“Drink water”, he tells me and holds me tightly by the arms seconds before he leaves me there, on the platform, alone waiting for the train that will take me away from his summer. He could have told me to take care, to write now and then, to think of him. Perhaps he could have told me that he loves me, that he will not forget me. “Drink water”: these are the last words I hear coming out of his mouth, and I feel them like an unexpected blow on my face. Inside the adored mouth that is forming those words I numbly see my panicking 6-year-old self drinking water, jerkily moving her little arms and trying to get back to the surface of the sea, as an older boy is having fun watching me drown while he, sadistically, presses me down.

I remember those lost breaths. I’m breathing them now. I’m breathing the anger and pain of that near drowning. “Drink water”, I hear and I automatically find myself at the bottom of the sea, I feel the seaweed touching my little feet, I see tiny bubbles coming out of my tension-filled swimsuit, I stir the water with the movements that my distress is causing.

“Drink water”, I hear and I automatically think of death, the end of life, of life without him. I look at those tender lips of his that gave me countless small deaths. I feel his hands holding my arms tightly; it was those hands that pulled me back to life every time I sank into non-existence. Ι take a few last short breaths on his neck, the smell of his sweat, cologne and beauty.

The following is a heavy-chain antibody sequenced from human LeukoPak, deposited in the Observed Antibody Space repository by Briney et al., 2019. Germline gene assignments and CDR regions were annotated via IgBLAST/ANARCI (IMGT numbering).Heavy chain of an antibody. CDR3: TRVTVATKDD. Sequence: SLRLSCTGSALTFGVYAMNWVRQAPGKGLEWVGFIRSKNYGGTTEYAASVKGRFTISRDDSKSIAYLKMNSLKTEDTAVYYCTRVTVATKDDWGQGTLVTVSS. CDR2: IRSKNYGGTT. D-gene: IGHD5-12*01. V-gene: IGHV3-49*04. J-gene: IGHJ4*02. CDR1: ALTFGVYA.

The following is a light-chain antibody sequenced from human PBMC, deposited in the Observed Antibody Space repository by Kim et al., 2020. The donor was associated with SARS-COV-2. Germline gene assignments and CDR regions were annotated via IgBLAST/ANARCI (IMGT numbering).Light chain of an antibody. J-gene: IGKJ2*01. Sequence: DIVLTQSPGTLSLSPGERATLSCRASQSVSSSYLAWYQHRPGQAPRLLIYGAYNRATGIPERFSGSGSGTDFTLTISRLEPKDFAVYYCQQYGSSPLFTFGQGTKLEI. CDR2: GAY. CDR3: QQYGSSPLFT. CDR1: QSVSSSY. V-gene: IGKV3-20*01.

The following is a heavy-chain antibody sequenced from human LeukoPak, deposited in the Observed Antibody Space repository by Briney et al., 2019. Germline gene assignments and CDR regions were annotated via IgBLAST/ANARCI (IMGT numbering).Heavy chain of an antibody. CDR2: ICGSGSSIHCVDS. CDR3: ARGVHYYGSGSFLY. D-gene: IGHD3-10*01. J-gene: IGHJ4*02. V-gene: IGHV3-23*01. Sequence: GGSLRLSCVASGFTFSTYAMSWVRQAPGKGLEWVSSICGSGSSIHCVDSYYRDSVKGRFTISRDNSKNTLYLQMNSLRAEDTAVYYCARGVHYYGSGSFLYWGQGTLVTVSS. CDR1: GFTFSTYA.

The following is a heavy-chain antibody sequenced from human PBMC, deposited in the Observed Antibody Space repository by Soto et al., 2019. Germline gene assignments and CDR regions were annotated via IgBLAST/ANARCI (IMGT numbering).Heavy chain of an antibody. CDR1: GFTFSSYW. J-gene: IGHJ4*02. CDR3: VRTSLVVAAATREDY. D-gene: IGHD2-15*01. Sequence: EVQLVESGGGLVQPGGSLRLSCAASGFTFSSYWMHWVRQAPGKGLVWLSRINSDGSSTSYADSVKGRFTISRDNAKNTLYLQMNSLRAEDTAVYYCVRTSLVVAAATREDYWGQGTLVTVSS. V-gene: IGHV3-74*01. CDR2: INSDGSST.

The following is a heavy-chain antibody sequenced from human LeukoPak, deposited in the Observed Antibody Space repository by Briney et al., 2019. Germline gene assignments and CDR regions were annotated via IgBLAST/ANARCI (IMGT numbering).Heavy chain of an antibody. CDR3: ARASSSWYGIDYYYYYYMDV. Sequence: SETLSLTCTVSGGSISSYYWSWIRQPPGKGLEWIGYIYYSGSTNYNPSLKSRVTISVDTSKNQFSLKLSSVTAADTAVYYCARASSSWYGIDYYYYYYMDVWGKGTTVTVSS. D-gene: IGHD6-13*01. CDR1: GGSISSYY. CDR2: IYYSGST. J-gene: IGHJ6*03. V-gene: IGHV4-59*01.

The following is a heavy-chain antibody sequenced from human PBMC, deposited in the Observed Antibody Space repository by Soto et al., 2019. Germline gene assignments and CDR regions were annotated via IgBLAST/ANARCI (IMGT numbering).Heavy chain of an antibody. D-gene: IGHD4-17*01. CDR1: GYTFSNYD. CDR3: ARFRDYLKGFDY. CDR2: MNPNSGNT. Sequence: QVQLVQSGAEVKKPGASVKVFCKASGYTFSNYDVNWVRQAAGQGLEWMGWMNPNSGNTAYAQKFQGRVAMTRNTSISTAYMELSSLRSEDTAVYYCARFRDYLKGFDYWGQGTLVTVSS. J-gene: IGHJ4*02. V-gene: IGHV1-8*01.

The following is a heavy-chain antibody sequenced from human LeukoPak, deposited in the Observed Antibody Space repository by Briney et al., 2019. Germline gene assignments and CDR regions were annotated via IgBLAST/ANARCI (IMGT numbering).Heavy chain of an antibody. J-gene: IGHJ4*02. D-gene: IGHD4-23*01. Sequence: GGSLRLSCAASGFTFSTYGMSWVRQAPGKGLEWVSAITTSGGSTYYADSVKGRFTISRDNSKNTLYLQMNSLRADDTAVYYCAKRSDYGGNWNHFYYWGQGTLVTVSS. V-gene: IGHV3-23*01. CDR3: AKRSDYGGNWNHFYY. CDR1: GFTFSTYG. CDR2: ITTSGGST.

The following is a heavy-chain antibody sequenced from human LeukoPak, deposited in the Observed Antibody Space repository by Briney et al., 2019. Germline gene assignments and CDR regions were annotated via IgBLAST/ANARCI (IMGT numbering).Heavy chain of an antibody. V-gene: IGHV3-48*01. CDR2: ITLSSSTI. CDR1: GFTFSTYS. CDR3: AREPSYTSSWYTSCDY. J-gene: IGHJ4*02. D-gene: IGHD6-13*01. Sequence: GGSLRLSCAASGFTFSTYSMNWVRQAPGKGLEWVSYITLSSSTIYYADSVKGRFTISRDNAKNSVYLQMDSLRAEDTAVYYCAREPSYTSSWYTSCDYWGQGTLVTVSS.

“Drink water”, I hear and the platform automatically turns into the bottom of the sea; the coming train takes the form of a school of fish; the stray dog lying on the floor becomes the slippery rock with the sea-urchins; the sweaty young soldiers smoking are now my group of friends; the plump lady in the terry cloth dress and the plump little girl at hand become my grandmother, who is absorbed in conversation with the neighbour and can’t see me, she can’t see me… Everything is the seabed of the 6-year-old girl drowning by the hands of the 10-year-old. Everything is the seabed of the 43-year-old woman drowning by the hands of the man who is holding my arms tightly for the last time. No one is moving. No one will move. No one will save the girl. No one will save the woman. I’m at the bottom and I’m drowning. I drink water.

His hands suddenly let go of my arms and move away from my body. I’m still drowning, though. He turns around and moves quickly towards the exit stairs, takes his eyes, lips, neck, smells and all the small deaths, and disappears. I drink more water. I hear the plump lady in the terry cloth dress call out to the plump little girl; the woken-up dog huff and puff in disgruntlement; the soldiers quickly saying their goodbyes. The train brakes squeal. It’s already here. He’s already gone.

I drink water.



Translation by Natassa Diamanti


Photo by Dimitris Nikolaou
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